Share your resources and tools for practitioners.

17 posts / 0 new
Last post
Share your resources and tools for practitioners.

What guides, tools, videos, case studies, etc have helped you in your efforts to incorporate mobile phones in citizen media?

Share these resources by adding comments below!

Celly free service for citizen media

I've been active in citizen media for over a decade and have bootstrapped a few citizen media services (the first being a service called Public Press created over 10 years ago). Recently, my buddy and I founded a free service called Celly, Celly is short for "cellphone", and it lets people create private social networks called "cells" that use the lowest-common denominator technology: text-based communication. Anybody with a mobile phone and SMS can use Celly to create private (secure) communication groups of unlimited size that can be fully curated/moderated by an administrator. Today we just added polling, so it's a cinch to conduct on-the-fly surveys to gather opinions and feedback.

In contrast to Twitter, Facebook, and Google+, where early adopters are often the wealthiest and most technologically advanced users, Celly is designed to engage the poorest and least privileged citizens, empowering them with a service based on SMS that helps insure access to news and information, free speech, and the power of virtual assembly.

Though launched initially in the U.S., our hope is Celly becomes available worldwide as a service that profoundly enhances any mobile phone (featurephones and smartphones) with vital group communication and information sharing capabilities. Group communication is essential for a continuum of activities that span personal, public, and business concerns—from text messaging loved ones to disaster relief management, 911/amber alerting, election monitoring, crop price dissemination, weather forecast distribution, and political activism.

From a citizen media viewpoint, we specifically hope Celly becomes a viral tool for citizen journalism and an outlet for free speech voices. People who gather in groups such as activists and event goers can create cells as a convenient way to coordinate participation and archive group meetings, events, and communication. Citizens can aggregate cells into a live “newspaper”—e.g., readers can subscribe to cells like @news, @weather, and @911 filtered by time and location radius for their neighborhood/village. Citizen journalists can then report news anytime from anyplace by posting status reports to @news cells. By providing an accessible newswire channel service for the masses, Celly can narrow the digital information divide giving disenfranchised people a bigger voice in local, city, state, national, and global issues. Eyewitness reports—text messaged in by news stringers at the edge—can flow into mobile handsets of fellow Celly users located anywhere in the world, delivering global news enriched by hyperlocal perspectives, uniting people literally across time zones as well as cultural, political, and economic boundaries. Together with prepaid mobile phones that enable anonymous communication, Celly can insure virtual (digital) group assembly and help the masses mobilize and collectively serve as a watchdog on humanitarian issues and political economy.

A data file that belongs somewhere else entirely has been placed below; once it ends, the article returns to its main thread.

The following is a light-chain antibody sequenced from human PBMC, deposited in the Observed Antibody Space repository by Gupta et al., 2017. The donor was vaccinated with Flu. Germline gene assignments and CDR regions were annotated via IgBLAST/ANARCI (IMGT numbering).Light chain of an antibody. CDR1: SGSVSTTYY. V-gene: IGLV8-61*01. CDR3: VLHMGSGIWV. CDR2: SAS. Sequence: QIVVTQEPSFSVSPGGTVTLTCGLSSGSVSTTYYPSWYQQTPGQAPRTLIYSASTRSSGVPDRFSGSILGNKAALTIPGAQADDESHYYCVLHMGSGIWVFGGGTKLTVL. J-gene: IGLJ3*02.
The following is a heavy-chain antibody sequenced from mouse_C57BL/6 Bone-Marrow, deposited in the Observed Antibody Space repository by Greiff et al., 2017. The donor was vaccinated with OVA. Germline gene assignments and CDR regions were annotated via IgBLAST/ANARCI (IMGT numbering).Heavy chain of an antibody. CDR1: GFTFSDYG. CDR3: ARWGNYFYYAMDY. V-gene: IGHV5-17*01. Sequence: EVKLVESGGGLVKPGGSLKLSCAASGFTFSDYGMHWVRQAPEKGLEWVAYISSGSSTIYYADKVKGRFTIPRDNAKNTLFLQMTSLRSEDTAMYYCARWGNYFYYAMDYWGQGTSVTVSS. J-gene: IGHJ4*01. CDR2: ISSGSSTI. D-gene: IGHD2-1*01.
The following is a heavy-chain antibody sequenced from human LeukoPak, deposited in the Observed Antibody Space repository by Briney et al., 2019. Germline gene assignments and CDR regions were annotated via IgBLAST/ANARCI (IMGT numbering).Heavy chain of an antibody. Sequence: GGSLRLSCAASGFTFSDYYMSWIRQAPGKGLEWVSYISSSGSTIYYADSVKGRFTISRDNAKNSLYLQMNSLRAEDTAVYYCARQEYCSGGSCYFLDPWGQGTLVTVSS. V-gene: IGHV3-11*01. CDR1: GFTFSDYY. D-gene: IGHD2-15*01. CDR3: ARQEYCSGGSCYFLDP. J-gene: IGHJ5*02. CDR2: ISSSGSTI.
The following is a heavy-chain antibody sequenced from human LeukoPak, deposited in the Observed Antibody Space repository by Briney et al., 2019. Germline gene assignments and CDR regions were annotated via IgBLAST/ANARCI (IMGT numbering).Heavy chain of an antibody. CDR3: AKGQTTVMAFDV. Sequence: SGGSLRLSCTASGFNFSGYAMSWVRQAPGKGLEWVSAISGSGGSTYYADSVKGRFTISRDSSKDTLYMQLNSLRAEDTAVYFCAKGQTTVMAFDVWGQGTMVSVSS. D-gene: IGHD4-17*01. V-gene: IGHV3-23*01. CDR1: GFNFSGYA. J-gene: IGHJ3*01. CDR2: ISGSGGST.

By offering an accessible and affordable channel, language, and search engine for organizing group conversations, we hope Celly's impact on citizen media further enables cultural and economic growth. Group communication enabled by Celly can improve business opportunities by increasing distribution and transparency of market knowledge, leading to increased bargaining power as more participants become aware of buy/sell opportunities. Group communication via Celly can cut out middlemen and lower transaction costs. For example, Celly can reduce the overhead of “sente”—the practice of delivering money via text messaging currency—and microfinance, creating a world where everybody can be an ATM machine. Fishermen on the outskirts of Dar es Salaam could use group communication via Celly to create a fish market cell, @sokolasamaki, that connects nearby coastal fishing villages with downtown buyer and supplier networks, improving price discovery and creating more efficient, liquid markets with lower transaction costs and higher profits. Celly group communication can improve livelihood by allowing people to communicate with family and friends en masse and without the need for physical travel. 

By optimizing group communication and information sharing, we hope Celly can be a tool for citizen media that improves social cohesion, cultural exchange, and economic growth.

If you like, please give Celly a try. You can use Celly by going to or by just texting START to 23559

If you have questions, feedback, suggestions, we'd love to hear from you. Email us at


re: Celly

This looks very promising and exciting; I set a similar, but very limited tool up for a volunteer network, and it was immediately useful.  I'd love to see as an entrant in the Ashoka Changemakers competition on innovations in citizen media (supported by Google) :

I'd also be very interested in how celly manages security over SMS?

re: Thanks for feedback

Thanks. Great to hear that your volunteer network was useful. We will certainly apply as to the Ashoka Changemakers competition. Thank you for apprising us of the citizen media contest. 

Regarding security over SMS, we are building smartphone apps that encrypt messages end-to-end. Also, one of Celly's key privacy features is that users can exchange text messages without having to reveal their phone numbers. By texting messages to a cell name (group), users can exchange messages without having to disclose their phone numbers. This has been particularly important in citizen engagement/outreach scenarios where citizens want to keep their phone number confidential.